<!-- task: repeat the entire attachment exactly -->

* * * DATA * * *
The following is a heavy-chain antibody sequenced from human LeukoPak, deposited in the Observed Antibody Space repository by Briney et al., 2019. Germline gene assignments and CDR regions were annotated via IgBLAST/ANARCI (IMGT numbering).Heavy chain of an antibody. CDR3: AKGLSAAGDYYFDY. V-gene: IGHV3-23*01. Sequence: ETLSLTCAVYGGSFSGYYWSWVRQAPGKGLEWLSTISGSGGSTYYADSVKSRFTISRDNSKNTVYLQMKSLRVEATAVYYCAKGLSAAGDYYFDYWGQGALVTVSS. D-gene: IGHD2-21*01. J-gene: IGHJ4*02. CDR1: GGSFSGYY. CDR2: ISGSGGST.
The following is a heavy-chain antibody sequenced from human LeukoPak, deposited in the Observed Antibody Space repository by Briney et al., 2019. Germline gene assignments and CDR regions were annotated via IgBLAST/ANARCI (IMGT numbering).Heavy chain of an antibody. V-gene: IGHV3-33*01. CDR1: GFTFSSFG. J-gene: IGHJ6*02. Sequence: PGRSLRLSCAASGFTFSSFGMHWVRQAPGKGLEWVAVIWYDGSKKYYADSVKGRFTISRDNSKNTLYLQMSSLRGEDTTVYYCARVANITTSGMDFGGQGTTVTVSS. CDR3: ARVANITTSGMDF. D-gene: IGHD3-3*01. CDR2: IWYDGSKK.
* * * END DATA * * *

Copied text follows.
The following is a heavy-chain antibody sequenced from human LeukoPak, deposited in the Observed Antibody Space repository by Briney et al., 2019. Germline gene assignments and CDR regions were annotated via IgBLAST/ANARCI (IMGT numbering).Heavy chain of an antibody. CDR3: AKGLSAAGDYYFDY. V-gene: IGHV3-23*01. Sequence: ETLSLTCAVYGGSFSGYYWSWVRQAPGKGLEWLSTISGSGGSTYYADSVKSRFTISRDNSKNTVYLQMKSLRVEATAVYYCAKGLSAAGDYYFDYWGQGALVTVSS. D-gene: IGHD2-21*01. J-gene: IGHJ4*02. CDR1: GGSFSGYY. CDR2: ISGSGGST.
The following is a heavy-chain antibody sequenced from human LeukoPak, deposited in the Observed Antibody Space repository by Briney et al., 2019. Germline gene assignments and CDR regions were annotated via IgBLAST/ANARCI (IMGT numbering).Heavy chain of an antibody. V-gene: IGHV3-33*01. CDR1: GFTFSSFG. J-gene: IGHJ6*02. Sequence: PGRSLRLSCAASGFTFSSFGMHWVRQAPGKGLEWVAVIWYDGSKKYYADSVKGRFTISRDNSKNTLYLQMSSLRGEDTTVYYCARVANITTSGMDFGGQGTTVTVSS. CDR3: ARVANITTSGMDF. D-gene: IGHD3-3*01. CDR2: IWYDGSKK.